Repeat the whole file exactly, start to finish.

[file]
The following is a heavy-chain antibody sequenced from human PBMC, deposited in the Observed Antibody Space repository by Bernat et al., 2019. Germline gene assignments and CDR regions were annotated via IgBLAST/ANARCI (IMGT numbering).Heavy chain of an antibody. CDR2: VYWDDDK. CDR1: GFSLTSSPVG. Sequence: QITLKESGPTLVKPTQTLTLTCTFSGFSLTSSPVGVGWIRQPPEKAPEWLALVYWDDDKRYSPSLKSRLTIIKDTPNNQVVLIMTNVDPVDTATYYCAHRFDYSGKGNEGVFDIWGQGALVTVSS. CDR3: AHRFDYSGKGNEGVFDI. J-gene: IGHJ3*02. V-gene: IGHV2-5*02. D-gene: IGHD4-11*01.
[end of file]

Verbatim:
The following is a heavy-chain antibody sequenced from human PBMC, deposited in the Observed Antibody Space repository by Bernat et al., 2019. Germline gene assignments and CDR regions were annotated via IgBLAST/ANARCI (IMGT numbering).Heavy chain of an antibody. CDR2: VYWDDDK. CDR1: GFSLTSSPVG. Sequence: QITLKESGPTLVKPTQTLTLTCTFSGFSLTSSPVGVGWIRQPPEKAPEWLALVYWDDDKRYSPSLKSRLTIIKDTPNNQVVLIMTNVDPVDTATYYCAHRFDYSGKGNEGVFDIWGQGALVTVSS. CDR3: AHRFDYSGKGNEGVFDI. J-gene: IGHJ3*02. V-gene: IGHV2-5*02. D-gene: IGHD4-11*01.